Sports betting 201: NFL lines, exotic bets, hedging and moreBy SportsHandle Staff | Published: August 10, 2017 at 2:43 pm
Intermediate and experienced sports bettors have a solid grasp on NFL odds, NFL lines and point spreads, described in detail in our sports betting 01 explainer. If you inadvertently enrolled in 201 before reviewing 101, head back there.In this article we’ll delve deeper into more advanced football betting plays, like parlays, hedging, buying points and some more exotic bets.
NFL lines, exotic bets, hedging and more betting terms, explained
Hedging: Hedging or “hedging a bet” describes when a bettor takes the opposite position of an existing bet he placed. This may for done for several reasons, and is best described through examples. For example, let’s say Joe bet $100 on the Packers to win the Super Bowl at 30-1 odds, and the Packers make it to the Super Bowl. Joe stands to win $3,000 if the Packers win the Super Bowl, but would win zero if Green Bay falls short. So he may decide to place a bet on the AFC Super Bowl representative, the Patriots, favored -200 on the moneyline, in order to guarantee that he wins something.
In this example, let’s say Joe bets $1,000 on the Patriots moneyline at -200. If the Packers win the Super Bowl, Joe will win $3,000 on his initial futures wager, and lose the $1,000 he bet on the Patriots, for a total profit of $2,000 on his initial $100 bet. If the Patriots beat the Packers, Joe will win $500 on that bet, lose $100 on his initial Packers futures bet, for a profit of $400. By betting on the Patriots as a “hedge” he guaranteed himself some profit. (Check out this hedge calculator.)
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Middle or middling: To successfully middle a game or total means to take a position on both sides, and win both. This is possible because the line is not static: it moves according to how people are wagering, or how the book believes that wagers will ultimately fall. An example: The Dolphins open as a 3.5-point favorite over the Jets. John bets $100 on Miami to cover the spread. Closer to game time, a wave of money comes in on the Dolphins and the line moves all the way to 6. John now bets $100 on New York at +6. John is now invested in both sides, but has created a middle opportunity if the Dolphins win the game by 4 or 5 points. In that case, the Dolphins will have covered the 3.5 spread, and the Jets will have covered the spread of +6. John double dips, and wins about $200.
Parlay: A parlay is a type of bet in which the bettor is wagering on the outcome of two or more games, and must win each of the games in order to win the overall bet. For example, you might bet a two-team parlay: Patriots -14 vs. the Browns and the Giants -3 vs. the Eagles. The bettor is not wagering these games individually – they are betting that BOTH the Patriots and Giants cover the spread. With the risk comes a much greater reward: based on fixed odds and a standard -110 wager, a successful two-leg parlay pays 13/5. So, if the Patriots and Giants both cover, a $100 bet will win $260; a three-team parlay pays 6:1, a four-teamer 10:1 and up and up. When the parlay includes moneyline underdogs (such as +200), the potential payout rises. However, the risk is also greater – if any of the teams you include in a parlay fail to cover, you lose the entire bet. So even if you bet a 5-team parlay, and four of the teams cover, you lose the bet because the fifth team did not cover. But keep in mind that if one of the teams in your parlay “pushes,” that gets canceled out and the wager is reduced by one leg and you can still win. Generally speaking, it’s not a great bet, and is a better long-term strategy to make single wagers.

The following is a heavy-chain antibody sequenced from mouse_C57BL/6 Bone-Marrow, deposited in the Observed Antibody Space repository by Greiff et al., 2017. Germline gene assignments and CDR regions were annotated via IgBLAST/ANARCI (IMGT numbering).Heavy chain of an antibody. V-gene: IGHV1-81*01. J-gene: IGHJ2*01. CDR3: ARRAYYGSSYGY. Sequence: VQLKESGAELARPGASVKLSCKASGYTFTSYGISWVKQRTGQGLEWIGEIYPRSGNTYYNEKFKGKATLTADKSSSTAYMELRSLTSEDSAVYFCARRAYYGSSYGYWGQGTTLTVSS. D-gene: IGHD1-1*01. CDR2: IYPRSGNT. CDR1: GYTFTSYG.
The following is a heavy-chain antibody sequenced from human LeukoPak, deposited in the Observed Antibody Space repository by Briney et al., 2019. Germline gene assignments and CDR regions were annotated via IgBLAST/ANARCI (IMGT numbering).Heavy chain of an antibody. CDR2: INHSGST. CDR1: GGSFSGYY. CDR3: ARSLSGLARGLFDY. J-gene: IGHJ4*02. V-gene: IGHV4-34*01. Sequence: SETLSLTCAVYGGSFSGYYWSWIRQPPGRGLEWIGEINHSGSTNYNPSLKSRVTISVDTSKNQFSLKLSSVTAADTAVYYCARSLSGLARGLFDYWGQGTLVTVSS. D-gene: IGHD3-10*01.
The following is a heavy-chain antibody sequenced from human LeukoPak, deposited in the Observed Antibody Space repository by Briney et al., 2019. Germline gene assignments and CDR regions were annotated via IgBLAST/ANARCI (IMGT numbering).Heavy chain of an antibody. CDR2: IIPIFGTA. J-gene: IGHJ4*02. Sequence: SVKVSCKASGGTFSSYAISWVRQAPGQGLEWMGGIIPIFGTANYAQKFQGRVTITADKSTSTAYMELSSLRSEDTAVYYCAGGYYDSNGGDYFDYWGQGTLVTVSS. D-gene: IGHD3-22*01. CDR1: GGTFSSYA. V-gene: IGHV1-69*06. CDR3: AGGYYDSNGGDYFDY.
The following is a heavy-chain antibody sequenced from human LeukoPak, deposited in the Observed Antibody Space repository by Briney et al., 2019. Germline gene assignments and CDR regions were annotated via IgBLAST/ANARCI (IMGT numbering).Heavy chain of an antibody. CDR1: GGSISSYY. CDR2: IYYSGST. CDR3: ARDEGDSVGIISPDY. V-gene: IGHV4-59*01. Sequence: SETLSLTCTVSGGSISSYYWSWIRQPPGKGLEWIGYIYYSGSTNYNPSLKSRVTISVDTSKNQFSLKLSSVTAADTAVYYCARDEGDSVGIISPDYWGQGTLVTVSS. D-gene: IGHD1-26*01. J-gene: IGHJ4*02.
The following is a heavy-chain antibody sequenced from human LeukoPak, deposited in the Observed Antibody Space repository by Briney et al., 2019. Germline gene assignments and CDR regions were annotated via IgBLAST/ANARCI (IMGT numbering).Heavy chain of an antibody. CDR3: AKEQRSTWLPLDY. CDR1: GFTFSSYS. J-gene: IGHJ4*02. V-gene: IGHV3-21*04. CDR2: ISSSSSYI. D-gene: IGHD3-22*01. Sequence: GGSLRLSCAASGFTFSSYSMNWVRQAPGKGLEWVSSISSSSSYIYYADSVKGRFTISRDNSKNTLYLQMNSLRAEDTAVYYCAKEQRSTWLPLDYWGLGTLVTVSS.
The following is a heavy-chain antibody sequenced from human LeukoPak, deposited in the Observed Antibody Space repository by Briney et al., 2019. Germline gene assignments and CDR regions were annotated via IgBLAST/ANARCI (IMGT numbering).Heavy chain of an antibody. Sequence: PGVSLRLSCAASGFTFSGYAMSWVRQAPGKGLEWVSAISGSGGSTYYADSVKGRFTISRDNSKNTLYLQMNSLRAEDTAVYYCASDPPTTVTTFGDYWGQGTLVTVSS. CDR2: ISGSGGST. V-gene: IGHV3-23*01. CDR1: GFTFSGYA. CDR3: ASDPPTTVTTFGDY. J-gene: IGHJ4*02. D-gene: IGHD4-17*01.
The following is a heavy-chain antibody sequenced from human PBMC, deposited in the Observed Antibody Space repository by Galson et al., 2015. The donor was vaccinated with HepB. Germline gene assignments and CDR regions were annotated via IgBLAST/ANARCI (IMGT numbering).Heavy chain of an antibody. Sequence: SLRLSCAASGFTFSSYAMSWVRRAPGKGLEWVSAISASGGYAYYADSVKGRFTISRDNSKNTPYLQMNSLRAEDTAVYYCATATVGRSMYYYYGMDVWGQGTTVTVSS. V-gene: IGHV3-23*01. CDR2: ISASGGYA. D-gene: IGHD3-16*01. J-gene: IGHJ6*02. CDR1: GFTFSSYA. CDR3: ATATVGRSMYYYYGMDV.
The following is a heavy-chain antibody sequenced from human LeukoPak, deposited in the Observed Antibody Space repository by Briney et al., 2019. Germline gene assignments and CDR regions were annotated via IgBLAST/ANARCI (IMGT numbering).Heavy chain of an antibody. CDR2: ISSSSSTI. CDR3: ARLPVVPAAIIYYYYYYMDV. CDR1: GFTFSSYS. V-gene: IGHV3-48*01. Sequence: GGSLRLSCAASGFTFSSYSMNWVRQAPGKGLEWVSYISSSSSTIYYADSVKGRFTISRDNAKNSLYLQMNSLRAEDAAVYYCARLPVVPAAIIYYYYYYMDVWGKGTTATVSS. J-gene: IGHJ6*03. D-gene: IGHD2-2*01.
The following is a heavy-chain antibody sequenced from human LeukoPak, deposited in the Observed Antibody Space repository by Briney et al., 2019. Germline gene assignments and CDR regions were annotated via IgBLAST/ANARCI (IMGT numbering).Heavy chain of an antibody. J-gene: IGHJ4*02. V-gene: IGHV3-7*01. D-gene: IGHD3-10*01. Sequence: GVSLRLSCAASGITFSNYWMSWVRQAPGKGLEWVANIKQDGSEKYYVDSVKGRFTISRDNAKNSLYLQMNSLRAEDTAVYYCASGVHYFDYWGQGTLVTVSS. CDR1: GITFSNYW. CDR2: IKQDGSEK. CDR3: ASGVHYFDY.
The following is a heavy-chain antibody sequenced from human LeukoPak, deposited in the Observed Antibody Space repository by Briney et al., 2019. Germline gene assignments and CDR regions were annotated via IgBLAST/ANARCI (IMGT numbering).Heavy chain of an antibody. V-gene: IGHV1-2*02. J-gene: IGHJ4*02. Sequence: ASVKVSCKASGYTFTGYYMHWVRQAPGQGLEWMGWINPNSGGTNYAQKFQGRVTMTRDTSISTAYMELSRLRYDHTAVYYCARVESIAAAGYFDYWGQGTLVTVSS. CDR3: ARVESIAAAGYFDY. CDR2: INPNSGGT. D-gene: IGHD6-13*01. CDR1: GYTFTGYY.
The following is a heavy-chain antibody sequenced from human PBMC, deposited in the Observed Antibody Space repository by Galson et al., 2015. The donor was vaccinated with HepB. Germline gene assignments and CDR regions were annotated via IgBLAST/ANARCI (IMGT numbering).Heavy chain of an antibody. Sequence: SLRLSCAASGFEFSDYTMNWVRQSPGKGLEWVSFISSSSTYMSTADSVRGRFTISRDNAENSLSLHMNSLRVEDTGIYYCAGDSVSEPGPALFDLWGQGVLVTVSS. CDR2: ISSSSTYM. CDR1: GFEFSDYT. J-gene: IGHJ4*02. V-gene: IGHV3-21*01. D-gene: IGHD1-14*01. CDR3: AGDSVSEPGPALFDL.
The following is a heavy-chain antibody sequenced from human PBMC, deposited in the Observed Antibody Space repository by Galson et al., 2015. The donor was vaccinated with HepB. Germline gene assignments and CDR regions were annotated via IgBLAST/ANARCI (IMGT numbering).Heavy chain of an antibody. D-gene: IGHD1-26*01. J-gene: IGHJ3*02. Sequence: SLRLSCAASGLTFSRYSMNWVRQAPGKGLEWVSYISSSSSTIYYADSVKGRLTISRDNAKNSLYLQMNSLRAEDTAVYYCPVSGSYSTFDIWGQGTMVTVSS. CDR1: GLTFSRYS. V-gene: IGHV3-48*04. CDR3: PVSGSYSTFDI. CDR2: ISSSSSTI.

Twoo additional notes about parlays: When the legs of a parlay involve games at different times, the might create hedging opportunities. Suppose you hit the first three legs of a four-game parlay during the daytime games, and your last game is on Sunday or Monday night, you’ll have a chance to hedge by betting on the other side in that last game. Also, note that parlays can be mixed sports or combine spread(s) and total(s).
Teaser: The teaser is another popular bet where all the bets must hit, but with a twist: in football, you can “tease”, or adjust the line a certain number of points (typically 5.5 to 7.5), of every game you’re including, in either direction. For example, if the Lions are +1 vs. the Vikings, and the Bears are +4 vs. the Packers, you could make a two-team, 6.5-point teaser. This would change the lines to Lions +7.5 and Bears +10.5. In this example, both teams must cover that adjusted spread in order for you to win the bet. You can also “tease” point totals. For example: If you think that Lions stand a good chance to win and that the game total of 42 is too high, you might tease the line by 6.5, which would make the game line +7.5 and the total to 48.5. Assuming standard -110 lines in both legs of the teaser, a successful wager (both legs must win) pays about -110. So you must bet $110 to win $100. Add a third leg to the teaser and it will pay about +165, so $100 wins $165. Multi game bets, where more than one outcome is needed for the player to win have a perceived 30% house advantage. It’s one of the main reasons why the house wins (in addition to the vig).
Buying points: Many sportsbooks will give you the opportunity to “buy points,” which allows you to manipulate the existing point spread. Often a bettor will buy a point to move the spread off a key number. For example, Henry wants to bet the Chiefs -3 to beat the Broncos. However, he thinks the game will be close and wants to avoid a push. So he might buy a half-point to move the line to Chiefs -2.5. But it will cost him: instead of betting the spread at -3 and risking $110 to win $100, betting the spread at -2.5 will require him to risk about $130 to win the same $100. Buying a half-point in the NFL costs 10% but buying off key numbers may cost more like 20%.
Sharp: Often referred to as a “wiseguy”, this is typically a professional sports bettor. A “wiseguy” refers a bit more to someone that is a professional sports bettor that is very sophisticated and/or well-informed.
Square: A novice or beginner when it comes to sports betting. Often the square will bet on the favorite and/or the total.